Astronomers have known for quite a while that Mars has distinct polar ice caps, but the Red Planet might also have belts of glaciers at its central latitudes in both the southern and northern hemispheres. These huge glaciers are covered by a thick layer of dust which masks them and makes them seem like they are actually part of the surface of the ground.
By now, several satellites orbit Mars and relay images and data back to Earth – and some of these satellites are equipped with radars. After analyzing the data from these satellites, researchers from the University of Copenhagen concluded that the geological features are actually covered glaciers.
“We have looked at radar measurements spanning ten years back in time to see how thick the ice is and how it behaves. A glacier is after all a big chunk of ice and it flows and gets a form that tells us something about how soft it is. We then compared this with how glaciers on Earth behave and from that we have been able to make models for the ice flow,” explains Nanna Bjørnholt Karlsson, a postdoc at the Centre for Ice and Climate at the Niels Bohr Institute at the University of Copenhagen.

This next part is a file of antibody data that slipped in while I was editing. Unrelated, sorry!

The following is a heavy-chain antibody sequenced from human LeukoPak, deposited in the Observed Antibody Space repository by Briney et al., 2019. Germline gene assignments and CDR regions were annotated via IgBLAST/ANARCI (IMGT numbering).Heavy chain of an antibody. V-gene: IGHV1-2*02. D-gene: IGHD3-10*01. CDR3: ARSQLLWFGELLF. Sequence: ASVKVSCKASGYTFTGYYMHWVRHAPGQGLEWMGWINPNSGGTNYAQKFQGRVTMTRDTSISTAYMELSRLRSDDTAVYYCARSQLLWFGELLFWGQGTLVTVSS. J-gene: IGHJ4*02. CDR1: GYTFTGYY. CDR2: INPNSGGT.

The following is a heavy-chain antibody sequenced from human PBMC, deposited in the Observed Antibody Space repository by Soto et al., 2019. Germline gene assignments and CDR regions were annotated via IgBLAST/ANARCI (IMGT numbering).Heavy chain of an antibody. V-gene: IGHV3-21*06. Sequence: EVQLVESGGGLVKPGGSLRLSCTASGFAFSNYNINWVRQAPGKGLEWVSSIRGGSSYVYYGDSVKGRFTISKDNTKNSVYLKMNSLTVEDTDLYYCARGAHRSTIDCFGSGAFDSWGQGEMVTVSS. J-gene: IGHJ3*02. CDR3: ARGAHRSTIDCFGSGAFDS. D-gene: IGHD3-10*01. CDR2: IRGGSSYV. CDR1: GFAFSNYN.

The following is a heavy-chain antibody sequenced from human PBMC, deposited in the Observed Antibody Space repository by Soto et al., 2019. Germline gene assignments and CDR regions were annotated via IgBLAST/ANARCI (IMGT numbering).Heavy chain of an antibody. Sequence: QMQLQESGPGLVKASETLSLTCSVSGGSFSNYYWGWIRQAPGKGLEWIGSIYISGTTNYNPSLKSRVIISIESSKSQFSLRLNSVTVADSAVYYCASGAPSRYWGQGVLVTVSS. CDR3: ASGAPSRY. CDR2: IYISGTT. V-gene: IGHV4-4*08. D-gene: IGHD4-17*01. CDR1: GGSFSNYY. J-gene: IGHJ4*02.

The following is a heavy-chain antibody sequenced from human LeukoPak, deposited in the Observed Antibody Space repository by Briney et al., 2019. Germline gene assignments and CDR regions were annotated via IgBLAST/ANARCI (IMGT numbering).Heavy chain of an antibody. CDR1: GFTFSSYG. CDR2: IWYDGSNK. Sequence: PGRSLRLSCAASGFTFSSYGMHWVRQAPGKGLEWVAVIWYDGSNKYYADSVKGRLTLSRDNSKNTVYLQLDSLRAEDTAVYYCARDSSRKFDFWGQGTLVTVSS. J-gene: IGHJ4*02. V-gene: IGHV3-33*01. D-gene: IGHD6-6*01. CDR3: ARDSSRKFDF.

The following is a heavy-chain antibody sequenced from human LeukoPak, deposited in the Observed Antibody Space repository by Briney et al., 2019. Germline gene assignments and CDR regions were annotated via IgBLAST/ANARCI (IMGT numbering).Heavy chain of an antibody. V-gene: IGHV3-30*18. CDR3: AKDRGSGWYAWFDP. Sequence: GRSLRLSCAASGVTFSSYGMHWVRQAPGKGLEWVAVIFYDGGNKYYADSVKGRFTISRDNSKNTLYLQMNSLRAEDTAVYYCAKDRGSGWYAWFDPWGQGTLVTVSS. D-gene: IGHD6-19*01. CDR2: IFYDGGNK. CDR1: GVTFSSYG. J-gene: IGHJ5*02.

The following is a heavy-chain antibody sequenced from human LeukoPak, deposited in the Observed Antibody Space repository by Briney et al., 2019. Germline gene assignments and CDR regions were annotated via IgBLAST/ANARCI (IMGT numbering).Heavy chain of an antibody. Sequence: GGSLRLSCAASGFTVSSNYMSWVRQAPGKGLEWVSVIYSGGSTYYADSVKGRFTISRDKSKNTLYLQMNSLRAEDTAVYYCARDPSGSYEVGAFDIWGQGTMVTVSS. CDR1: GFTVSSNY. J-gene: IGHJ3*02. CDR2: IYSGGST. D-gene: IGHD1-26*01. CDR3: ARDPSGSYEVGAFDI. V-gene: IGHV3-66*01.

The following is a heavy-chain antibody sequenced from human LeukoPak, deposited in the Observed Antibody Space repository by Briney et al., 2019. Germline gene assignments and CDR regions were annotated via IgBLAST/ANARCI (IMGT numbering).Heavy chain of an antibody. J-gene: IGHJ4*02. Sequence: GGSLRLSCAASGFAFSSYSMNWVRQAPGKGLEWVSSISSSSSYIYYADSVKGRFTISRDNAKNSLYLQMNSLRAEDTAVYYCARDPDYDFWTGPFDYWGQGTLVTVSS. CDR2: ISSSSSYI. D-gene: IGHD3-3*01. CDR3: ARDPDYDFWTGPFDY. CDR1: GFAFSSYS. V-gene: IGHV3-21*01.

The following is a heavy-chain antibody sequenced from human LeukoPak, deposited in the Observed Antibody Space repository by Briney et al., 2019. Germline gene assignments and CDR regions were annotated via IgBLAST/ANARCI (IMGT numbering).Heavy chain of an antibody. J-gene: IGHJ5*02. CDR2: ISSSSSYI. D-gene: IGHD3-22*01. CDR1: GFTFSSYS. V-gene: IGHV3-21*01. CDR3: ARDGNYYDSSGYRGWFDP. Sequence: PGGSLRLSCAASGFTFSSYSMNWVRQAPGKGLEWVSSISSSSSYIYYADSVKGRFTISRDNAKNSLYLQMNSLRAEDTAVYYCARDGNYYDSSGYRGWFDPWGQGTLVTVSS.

This is not the first study that found glaciers on Mars between the latitudes of 30 and 50 degrees, but at least from what I could find, it’s the first study that quantifies how thick and heavy the ice actually is.
“We have calculated that the ice in the glaciers is equivalent to over 150 billion cubic meters of ice – that much ice could cover the entire surface of Mars with 1.1 meters of ice. The ice at the mid-latitudes is therefore an important part of Mars’ water reservoir,” explains Nanna Bjørnholt Karlsson.
How is it that so much ice actually survived and did not evaporate to space? It seems that the dust which masked the ice for so long actually helped preserve it, encasing it under a thick layer.